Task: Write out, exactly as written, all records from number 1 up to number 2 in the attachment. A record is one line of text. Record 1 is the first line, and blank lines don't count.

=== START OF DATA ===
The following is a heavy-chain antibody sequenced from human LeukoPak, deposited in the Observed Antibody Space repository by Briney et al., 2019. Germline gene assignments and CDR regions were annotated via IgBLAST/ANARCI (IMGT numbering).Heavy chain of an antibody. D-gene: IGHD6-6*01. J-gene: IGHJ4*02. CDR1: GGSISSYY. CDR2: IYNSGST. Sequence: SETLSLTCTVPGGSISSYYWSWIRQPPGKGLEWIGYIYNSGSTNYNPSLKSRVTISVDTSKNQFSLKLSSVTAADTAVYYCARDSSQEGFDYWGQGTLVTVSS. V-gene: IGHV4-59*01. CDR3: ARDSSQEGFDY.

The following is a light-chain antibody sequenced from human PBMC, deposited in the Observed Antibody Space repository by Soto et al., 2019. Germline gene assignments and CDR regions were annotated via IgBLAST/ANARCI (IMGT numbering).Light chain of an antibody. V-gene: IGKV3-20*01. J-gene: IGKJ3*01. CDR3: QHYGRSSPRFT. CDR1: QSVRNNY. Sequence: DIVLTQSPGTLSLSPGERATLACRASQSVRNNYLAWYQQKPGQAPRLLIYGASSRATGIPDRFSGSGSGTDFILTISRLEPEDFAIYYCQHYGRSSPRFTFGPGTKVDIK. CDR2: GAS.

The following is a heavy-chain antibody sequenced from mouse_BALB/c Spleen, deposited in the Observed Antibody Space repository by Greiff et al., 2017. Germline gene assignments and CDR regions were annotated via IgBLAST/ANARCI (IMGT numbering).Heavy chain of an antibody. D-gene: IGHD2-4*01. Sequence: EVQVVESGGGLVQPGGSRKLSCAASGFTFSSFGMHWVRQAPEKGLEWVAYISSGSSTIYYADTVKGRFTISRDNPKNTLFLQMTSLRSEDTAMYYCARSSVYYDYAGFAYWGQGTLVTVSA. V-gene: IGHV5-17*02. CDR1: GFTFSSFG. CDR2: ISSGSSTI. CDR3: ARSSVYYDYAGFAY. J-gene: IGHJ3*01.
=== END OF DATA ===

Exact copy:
The following is a heavy-chain antibody sequenced from human LeukoPak, deposited in the Observed Antibody Space repository by Briney et al., 2019. Germline gene assignments and CDR regions were annotated via IgBLAST/ANARCI (IMGT numbering).Heavy chain of an antibody. D-gene: IGHD6-6*01. J-gene: IGHJ4*02. CDR1: GGSISSYY. CDR2: IYNSGST. Sequence: SETLSLTCTVPGGSISSYYWSWIRQPPGKGLEWIGYIYNSGSTNYNPSLKSRVTISVDTSKNQFSLKLSSVTAADTAVYYCARDSSQEGFDYWGQGTLVTVSS. V-gene: IGHV4-59*01. CDR3: ARDSSQEGFDY.

The following is a light-chain antibody sequenced from human PBMC, deposited in the Observed Antibody Space repository by Soto et al., 2019. Germline gene assignments and CDR regions were annotated via IgBLAST/ANARCI (IMGT numbering).Light chain of an antibody. V-gene: IGKV3-20*01. J-gene: IGKJ3*01. CDR3: QHYGRSSPRFT. CDR1: QSVRNNY. Sequence: DIVLTQSPGTLSLSPGERATLACRASQSVRNNYLAWYQQKPGQAPRLLIYGASSRATGIPDRFSGSGSGTDFILTISRLEPEDFAIYYCQHYGRSSPRFTFGPGTKVDIK. CDR2: GAS.